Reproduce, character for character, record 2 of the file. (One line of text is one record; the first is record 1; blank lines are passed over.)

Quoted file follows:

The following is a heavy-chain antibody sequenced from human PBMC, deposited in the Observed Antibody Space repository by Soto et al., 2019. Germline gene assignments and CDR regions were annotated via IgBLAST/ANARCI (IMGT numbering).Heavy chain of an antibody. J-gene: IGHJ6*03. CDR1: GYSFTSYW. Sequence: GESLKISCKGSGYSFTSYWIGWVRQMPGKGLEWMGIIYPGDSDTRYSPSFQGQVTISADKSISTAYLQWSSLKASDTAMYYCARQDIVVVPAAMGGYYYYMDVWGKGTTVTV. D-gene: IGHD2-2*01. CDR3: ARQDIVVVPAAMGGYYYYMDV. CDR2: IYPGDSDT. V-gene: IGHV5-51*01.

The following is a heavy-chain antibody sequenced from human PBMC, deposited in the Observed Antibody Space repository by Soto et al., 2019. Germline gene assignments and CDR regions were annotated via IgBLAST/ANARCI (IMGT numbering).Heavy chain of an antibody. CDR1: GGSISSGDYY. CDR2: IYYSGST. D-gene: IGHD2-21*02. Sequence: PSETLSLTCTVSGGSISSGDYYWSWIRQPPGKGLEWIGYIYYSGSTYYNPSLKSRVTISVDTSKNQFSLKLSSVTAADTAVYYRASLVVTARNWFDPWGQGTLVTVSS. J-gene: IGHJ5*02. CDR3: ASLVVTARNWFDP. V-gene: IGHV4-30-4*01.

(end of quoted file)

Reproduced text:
The following is a heavy-chain antibody sequenced from human PBMC, deposited in the Observed Antibody Space repository by Soto et al., 2019. Germline gene assignments and CDR regions were annotated via IgBLAST/ANARCI (IMGT numbering).Heavy chain of an antibody. CDR1: GGSISSGDYY. CDR2: IYYSGST. D-gene: IGHD2-21*02. Sequence: PSETLSLTCTVSGGSISSGDYYWSWIRQPPGKGLEWIGYIYYSGSTYYNPSLKSRVTISVDTSKNQFSLKLSSVTAADTAVYYRASLVVTARNWFDPWGQGTLVTVSS. J-gene: IGHJ5*02. CDR3: ASLVVTARNWFDP. V-gene: IGHV4-30-4*01.